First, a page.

Some naturally gluten-free foods – oats, for example, may come into contact with gluten during processing. Because of this potential for cross-contamination, it’s recommended to look for a gluten-free label on packaged foods to make sure the product is truly gluten-free. In the United States, the Food and Drug Administration defines gluten-free” as less than 20 parts per million (ppm) of detectable gluten.
How is Gluten Connected to Inflammation?
Most people consume foods containing gluten without incident. In fact, many gluten-containing foods – like certain kinds of whole grains,– have been associated with reducing inflammation. So, this means that gluten doesn’t cause inflammation for everyone.
However, some people experience adverse effects after eating gluten due to certain health conditions, and this is where inflammation comes into play. These health conditions are outlined here:
Celiac disease is an autoimmune disorder where consuming gluten damages the small intestine. When a person with celiac disease consumes gluten, an immune response is triggered, leading the immune cells to attack the small intestine. Since the small intestine is where most nutrient absorption occurs, damage to these cells results in a reduced ability to absorb nutrients from food. If left untreated, celiac disease can lead to significant health problems, ranging from vitamin and mineral deficiencies to nervous system disorders and gastrointestinal cancers.
Celiac disease is a hereditary condition, meaning that it runs in families. Currently, the only treatment for celiac disease is adhering to a strict gluten-free diet. Eating even small amounts of gluten can lead to further small intestine damage.
Wheat allergy is an allergic reaction to specific gluten proteins called gliadin. The onset of symptoms can take minutes to hours to develop and include itching, swelling, skin rash, and even life-threatening anaphylaxis. Most cases are found in children, the majority of which no longer report symptoms by age 6. It is often diagnosed through a skin prick test and/or a blood test. Managing a wheat allergy involves avoiding wheat in foods and non-food products with wheat-based ingredients, including some cosmetics.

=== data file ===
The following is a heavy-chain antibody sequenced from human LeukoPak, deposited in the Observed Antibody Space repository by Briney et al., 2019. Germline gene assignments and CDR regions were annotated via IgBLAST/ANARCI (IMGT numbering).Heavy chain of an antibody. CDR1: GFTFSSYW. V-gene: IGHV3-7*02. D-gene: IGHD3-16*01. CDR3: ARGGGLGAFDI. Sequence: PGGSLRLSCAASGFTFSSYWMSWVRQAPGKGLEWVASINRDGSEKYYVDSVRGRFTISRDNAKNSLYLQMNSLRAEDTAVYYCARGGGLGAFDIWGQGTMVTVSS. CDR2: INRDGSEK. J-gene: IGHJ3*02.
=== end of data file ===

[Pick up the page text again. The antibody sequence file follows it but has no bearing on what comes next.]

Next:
Non-Celiac Gluten Sensitivity (NCGS)
Non-celiac gluten sensitivity (NCGS) is a condition characterized by symptoms linked to gluten consumption that promotes a chronic inflammatory state. People with NCGS do not have celiac disease or a wheat allergy, but often report similar symptoms and respond well to a gluten-free diet. As with celiac disease, exposure to gluten triggers an immune response and inflammation.
Should I Go Gluten-Free?
If you experience noticeable discomfort after consuming gluten, consult your doctor to try to find out the cause of your symptoms. If you are diagnosed with celiac disease, a wheat allergy or NCGS, you will need to pay more attention to the ingredients list and look for “gluten-free” labels on foods and beverages. Learning more about the sources of gluten in your diet will help you reduce inflammation and manage your symptoms.
For most people, gluten does not cause inflammation and there is no need to avoid it. Many gluten-containing foods should be eaten as part of a healthy diet and may reduce inflammation in the body. Additionally, many gluten-free alternatives on the market differ in their nutrient content, so they may not contain the same amount of fiber, vitamins and minerals found in a gluten-containing version. Lastly, a gluten-free label doesn’t make a food healthier – it’s still important to read Nutrition Facts labels to find foods that work for you.
We still have a lot to learn about the connection between foods and inflammation.
Find out more about the basics of an anti-inflammatory diet here.
This article includes contributions by Debbie Fetter, PhD.